Even the scientists aren’t free of the whiff of scandal as SAGE is now embroiled in a second ‘secrecy row’ after the Government refuses to publish members’ financial interests. If there’s been a lot of money made from ‘dealing’ with the pandemic there’s much more to be made from ‘curing’ it.

Under Boris Johnson corruption is taking hold in Britain. As if it wasn’t always endemic.

But what are people going to do about it?

Personal Protective Equipment (PPE)

As a sop to the people of Britain some are calling for a tax on those companies who have made billions out of procurement for the State – at hugely inflated prices – to give a £500 bonus to so-called ‘front line’ staff. Yet another diversionary tactic to avoid the real issue – that of the voracious appetite of opportunist capitalism to accumulate as much profit as possible.

The wearing – or not – of masks

It’s not the minimal usefulness of wearing face coverings that makes some people refuse (or at least be reluctant) to follow the supposed ‘guidelines’ – it’s all about psychology.

The reasons the North hit worse

Why is covid-19 more severe in the north of England?

Immunity passports

They will be introduced – either officially or unofficially. But are ‘immunity passports’ a good idea?

The issues around vaccines

The Pfizer vaccine is now being administered: here’s what the next few months will look like.

Covid-19 vaccines are coming – how will we know they work and are safe?

Oxford covid-19 vaccine: newly published results show it is safe – but questions remain over its efficacy.

Poor countries left behind as richer nations ‘hoard’ enough vaccine to immunise populations nearly three times over. This is after the fine words earlier in the year that there would be equal distribution of any vaccine.

Even healthcare workers may be hesitant – but new evidence can be reassuring.

The Covid-19 vaccine was developed in ten months when it normally takes ten years. If the world is supposed to be a better place after this pandemic then all this sort of effort should be directed towards diseases that are (and have been for decades) cutting swathes through the populations in the poorest parts of the world.

Covid vaccines focus on the spike protein – but here’s another target.

Can we believe the statistics?

Did the Office for National Statistics really produce ‘false data’ on coronavirus infections?

How States are always looking for opportunities to control us

Some states have used the pandemic to curtail human rights and democracy.

Care homes – the return of visits

One of the many cruel aspects of the odious Buffoon and his Gang of incompetents is the cavalier manner in which they treat ordinary people. After months of creating a climate of fear to ensure compliance to their cack handed policies introduced to deal with the pandemic they don’t seem to have any compassion to some of the people who are suffering the most from the restrictions on meeting others. But these are merely sound bites to play to the gallery as they the changes, or ‘permissions’, don’t come with the finance or the infrastructure to make the visits feasible.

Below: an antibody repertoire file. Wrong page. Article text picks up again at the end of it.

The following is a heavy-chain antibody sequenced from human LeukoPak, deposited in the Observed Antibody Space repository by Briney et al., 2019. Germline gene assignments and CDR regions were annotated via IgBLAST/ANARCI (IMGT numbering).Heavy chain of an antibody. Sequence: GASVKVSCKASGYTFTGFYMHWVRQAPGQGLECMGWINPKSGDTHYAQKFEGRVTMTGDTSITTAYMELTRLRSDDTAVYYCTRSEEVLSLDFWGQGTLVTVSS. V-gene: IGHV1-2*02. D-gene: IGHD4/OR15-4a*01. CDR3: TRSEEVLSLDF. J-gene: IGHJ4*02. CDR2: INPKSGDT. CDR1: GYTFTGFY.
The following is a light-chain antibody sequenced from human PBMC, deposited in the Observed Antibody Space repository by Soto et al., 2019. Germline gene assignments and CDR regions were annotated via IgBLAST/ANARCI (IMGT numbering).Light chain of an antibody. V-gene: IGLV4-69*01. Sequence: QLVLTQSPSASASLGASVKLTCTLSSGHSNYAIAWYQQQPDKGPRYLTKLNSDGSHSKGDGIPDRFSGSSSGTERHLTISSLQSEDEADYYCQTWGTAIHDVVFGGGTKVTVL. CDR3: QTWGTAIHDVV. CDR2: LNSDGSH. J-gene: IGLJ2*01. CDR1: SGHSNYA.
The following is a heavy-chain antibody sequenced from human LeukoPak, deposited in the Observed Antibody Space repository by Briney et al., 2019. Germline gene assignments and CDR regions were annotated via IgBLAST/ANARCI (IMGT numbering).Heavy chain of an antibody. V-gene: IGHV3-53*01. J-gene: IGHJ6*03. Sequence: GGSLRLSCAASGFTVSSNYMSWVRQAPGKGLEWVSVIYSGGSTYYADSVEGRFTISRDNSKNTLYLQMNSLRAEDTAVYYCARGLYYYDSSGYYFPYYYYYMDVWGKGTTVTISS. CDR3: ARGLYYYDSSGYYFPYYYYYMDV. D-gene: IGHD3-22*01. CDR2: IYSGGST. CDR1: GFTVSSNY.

Radio 4’s You and Yours, 2nd December, had a piece on the difficulties associated with visits to Care Homes.

Poverty in the sceptred isle

1.3 million families to rely on food parcels this Christmas.

Covid-driven recession likely to push 2 million UK families into poverty. This comes from a report produced by the Rowntree Foundation called ‘Destitution in the UK – 2020’.

The ‘zombie mink’ still walking

Considering that the covid pandemic was almost certainly caused by the manner in which the human race, throughout the world and its history, has continued to abuse nature and all life in it for short term gains and/or profit it’s good to hear that nature is fighting back – even from the grave (literally).

Mass grave may have contaminated Danish ground water.

More on covid pandemic 2020-2?

The second lock down and the Liverpool ‘pilot’

More on covid pandemic 2020-2?

The second lock down and the Liverpool ‘pilot’

It seems that the Government of the Buffoon is innately stupid. Even when they decide to do; something intelligent; something which others had been calling for for months; something which has strategic merit; and something which is a different approach to the tried and proven to be unsuccessful tactics of the past eight months they still manage to cock it up.

I’m talking, of course, of the pilot of the city wide non-symptomatic testing of as many people as possible in the city of Liverpool which began at midday on Friday 6th November (see below). (Arrangements have changed in the last week and it’s no longer necessary to book, you just turn up at any of these centres.)

But one of the most important things about this pilot is the word ‘pilot’ and what it signifies. My dictionary definition of this version of pilot states; ‘used in or serving as a test or a trial’, ‘serving as a guide’.

That implies that you run the scheme for a certain period of time, evaluate how it has gone – in both practical terms and in the results that were obtained, and then decide on the success (or otherwise) of the scheme and then introduce it (or not) in other areas.

But not the idiots who run Britain.